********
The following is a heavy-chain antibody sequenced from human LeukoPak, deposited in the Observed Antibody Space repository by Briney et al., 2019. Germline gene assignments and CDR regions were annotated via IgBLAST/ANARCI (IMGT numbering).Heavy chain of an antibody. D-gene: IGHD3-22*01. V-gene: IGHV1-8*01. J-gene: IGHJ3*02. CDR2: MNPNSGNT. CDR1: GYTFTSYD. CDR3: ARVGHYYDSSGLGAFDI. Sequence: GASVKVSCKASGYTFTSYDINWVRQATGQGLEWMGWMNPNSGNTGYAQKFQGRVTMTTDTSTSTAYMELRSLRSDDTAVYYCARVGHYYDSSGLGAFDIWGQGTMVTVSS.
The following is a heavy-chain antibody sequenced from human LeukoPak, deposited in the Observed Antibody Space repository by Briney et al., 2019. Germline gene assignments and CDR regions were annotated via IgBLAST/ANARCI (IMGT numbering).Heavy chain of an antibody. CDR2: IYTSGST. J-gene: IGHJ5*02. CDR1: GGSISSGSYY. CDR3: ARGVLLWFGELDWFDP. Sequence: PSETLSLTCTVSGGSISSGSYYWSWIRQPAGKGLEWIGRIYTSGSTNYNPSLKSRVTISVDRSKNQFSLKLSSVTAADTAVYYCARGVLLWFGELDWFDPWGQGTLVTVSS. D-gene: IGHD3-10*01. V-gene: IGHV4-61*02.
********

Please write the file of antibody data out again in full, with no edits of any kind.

The following is a heavy-chain antibody sequenced from human LeukoPak, deposited in the Observed Antibody Space repository by Briney et al., 2019. Germline gene assignments and CDR regions were annotated via IgBLAST/ANARCI (IMGT numbering).Heavy chain of an antibody. D-gene: IGHD3-22*01. V-gene: IGHV1-8*01. J-gene: IGHJ3*02. CDR2: MNPNSGNT. CDR1: GYTFTSYD. CDR3: ARVGHYYDSSGLGAFDI. Sequence: GASVKVSCKASGYTFTSYDINWVRQATGQGLEWMGWMNPNSGNTGYAQKFQGRVTMTTDTSTSTAYMELRSLRSDDTAVYYCARVGHYYDSSGLGAFDIWGQGTMVTVSS.
The following is a heavy-chain antibody sequenced from human LeukoPak, deposited in the Observed Antibody Space repository by Briney et al., 2019. Germline gene assignments and CDR regions were annotated via IgBLAST/ANARCI (IMGT numbering).Heavy chain of an antibody. CDR2: IYTSGST. J-gene: IGHJ5*02. CDR1: GGSISSGSYY. CDR3: ARGVLLWFGELDWFDP. Sequence: PSETLSLTCTVSGGSISSGSYYWSWIRQPAGKGLEWIGRIYTSGSTNYNPSLKSRVTISVDRSKNQFSLKLSSVTAADTAVYYCARGVLLWFGELDWFDPWGQGTLVTVSS. D-gene: IGHD3-10*01. V-gene: IGHV4-61*02.